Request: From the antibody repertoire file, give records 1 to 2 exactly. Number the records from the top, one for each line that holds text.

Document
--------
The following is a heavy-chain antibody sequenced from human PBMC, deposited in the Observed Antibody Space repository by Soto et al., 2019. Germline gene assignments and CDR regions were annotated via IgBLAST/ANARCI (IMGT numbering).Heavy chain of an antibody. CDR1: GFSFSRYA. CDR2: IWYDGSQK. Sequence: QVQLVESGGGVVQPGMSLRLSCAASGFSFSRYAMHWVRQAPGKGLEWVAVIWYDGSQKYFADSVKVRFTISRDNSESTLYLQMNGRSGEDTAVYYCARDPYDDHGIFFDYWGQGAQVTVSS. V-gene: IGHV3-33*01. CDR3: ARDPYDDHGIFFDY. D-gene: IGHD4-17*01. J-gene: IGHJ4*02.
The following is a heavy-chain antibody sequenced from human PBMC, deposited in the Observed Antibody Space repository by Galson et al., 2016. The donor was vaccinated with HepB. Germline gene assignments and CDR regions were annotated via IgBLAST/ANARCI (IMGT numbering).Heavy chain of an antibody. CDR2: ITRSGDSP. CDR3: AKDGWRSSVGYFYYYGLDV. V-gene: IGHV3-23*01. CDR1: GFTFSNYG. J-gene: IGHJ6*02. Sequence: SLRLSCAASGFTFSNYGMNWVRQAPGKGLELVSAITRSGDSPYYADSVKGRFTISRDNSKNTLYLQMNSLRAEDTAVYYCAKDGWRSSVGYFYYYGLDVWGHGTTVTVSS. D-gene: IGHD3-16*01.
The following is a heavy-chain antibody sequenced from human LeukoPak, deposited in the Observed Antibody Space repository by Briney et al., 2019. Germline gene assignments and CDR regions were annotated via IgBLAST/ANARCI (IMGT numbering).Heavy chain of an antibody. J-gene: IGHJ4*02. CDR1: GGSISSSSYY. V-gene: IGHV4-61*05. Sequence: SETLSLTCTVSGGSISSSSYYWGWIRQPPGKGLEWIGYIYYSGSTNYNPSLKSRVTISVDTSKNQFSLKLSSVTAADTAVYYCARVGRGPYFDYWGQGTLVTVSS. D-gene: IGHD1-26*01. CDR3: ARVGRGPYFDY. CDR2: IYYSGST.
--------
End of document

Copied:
The following is a heavy-chain antibody sequenced from human PBMC, deposited in the Observed Antibody Space repository by Soto et al., 2019. Germline gene assignments and CDR regions were annotated via IgBLAST/ANARCI (IMGT numbering).Heavy chain of an antibody. CDR1: GFSFSRYA. CDR2: IWYDGSQK. Sequence: QVQLVESGGGVVQPGMSLRLSCAASGFSFSRYAMHWVRQAPGKGLEWVAVIWYDGSQKYFADSVKVRFTISRDNSESTLYLQMNGRSGEDTAVYYCARDPYDDHGIFFDYWGQGAQVTVSS. V-gene: IGHV3-33*01. CDR3: ARDPYDDHGIFFDY. D-gene: IGHD4-17*01. J-gene: IGHJ4*02.
The following is a heavy-chain antibody sequenced from human PBMC, deposited in the Observed Antibody Space repository by Galson et al., 2016. The donor was vaccinated with HepB. Germline gene assignments and CDR regions were annotated via IgBLAST/ANARCI (IMGT numbering).Heavy chain of an antibody. CDR2: ITRSGDSP. CDR3: AKDGWRSSVGYFYYYGLDV. V-gene: IGHV3-23*01. CDR1: GFTFSNYG. J-gene: IGHJ6*02. Sequence: SLRLSCAASGFTFSNYGMNWVRQAPGKGLELVSAITRSGDSPYYADSVKGRFTISRDNSKNTLYLQMNSLRAEDTAVYYCAKDGWRSSVGYFYYYGLDVWGHGTTVTVSS. D-gene: IGHD3-16*01.